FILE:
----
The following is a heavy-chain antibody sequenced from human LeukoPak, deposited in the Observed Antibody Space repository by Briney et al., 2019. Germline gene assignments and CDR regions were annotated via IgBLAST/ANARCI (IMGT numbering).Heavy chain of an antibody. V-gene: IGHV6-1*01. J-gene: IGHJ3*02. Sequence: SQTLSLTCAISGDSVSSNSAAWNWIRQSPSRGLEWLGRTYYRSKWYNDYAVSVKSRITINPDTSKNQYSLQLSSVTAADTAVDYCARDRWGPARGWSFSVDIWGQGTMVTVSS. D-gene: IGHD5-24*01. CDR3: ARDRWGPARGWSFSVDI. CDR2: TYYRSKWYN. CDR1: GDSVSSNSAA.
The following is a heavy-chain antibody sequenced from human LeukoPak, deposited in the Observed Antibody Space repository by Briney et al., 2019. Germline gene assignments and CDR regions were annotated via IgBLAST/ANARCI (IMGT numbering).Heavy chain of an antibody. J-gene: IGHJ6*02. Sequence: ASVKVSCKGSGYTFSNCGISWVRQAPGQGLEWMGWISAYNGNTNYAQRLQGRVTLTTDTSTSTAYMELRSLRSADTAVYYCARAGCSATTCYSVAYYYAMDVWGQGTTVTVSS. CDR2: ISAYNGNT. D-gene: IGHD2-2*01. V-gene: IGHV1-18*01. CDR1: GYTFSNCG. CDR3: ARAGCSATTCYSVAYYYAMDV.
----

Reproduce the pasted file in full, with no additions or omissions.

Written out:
The following is a heavy-chain antibody sequenced from human LeukoPak, deposited in the Observed Antibody Space repository by Briney et al., 2019. Germline gene assignments and CDR regions were annotated via IgBLAST/ANARCI (IMGT numbering).Heavy chain of an antibody. V-gene: IGHV6-1*01. J-gene: IGHJ3*02. Sequence: SQTLSLTCAISGDSVSSNSAAWNWIRQSPSRGLEWLGRTYYRSKWYNDYAVSVKSRITINPDTSKNQYSLQLSSVTAADTAVDYCARDRWGPARGWSFSVDIWGQGTMVTVSS. D-gene: IGHD5-24*01. CDR3: ARDRWGPARGWSFSVDI. CDR2: TYYRSKWYN. CDR1: GDSVSSNSAA.
The following is a heavy-chain antibody sequenced from human LeukoPak, deposited in the Observed Antibody Space repository by Briney et al., 2019. Germline gene assignments and CDR regions were annotated via IgBLAST/ANARCI (IMGT numbering).Heavy chain of an antibody. J-gene: IGHJ6*02. Sequence: ASVKVSCKGSGYTFSNCGISWVRQAPGQGLEWMGWISAYNGNTNYAQRLQGRVTLTTDTSTSTAYMELRSLRSADTAVYYCARAGCSATTCYSVAYYYAMDVWGQGTTVTVSS. CDR2: ISAYNGNT. D-gene: IGHD2-2*01. V-gene: IGHV1-18*01. CDR1: GYTFSNCG. CDR3: ARAGCSATTCYSVAYYYAMDV.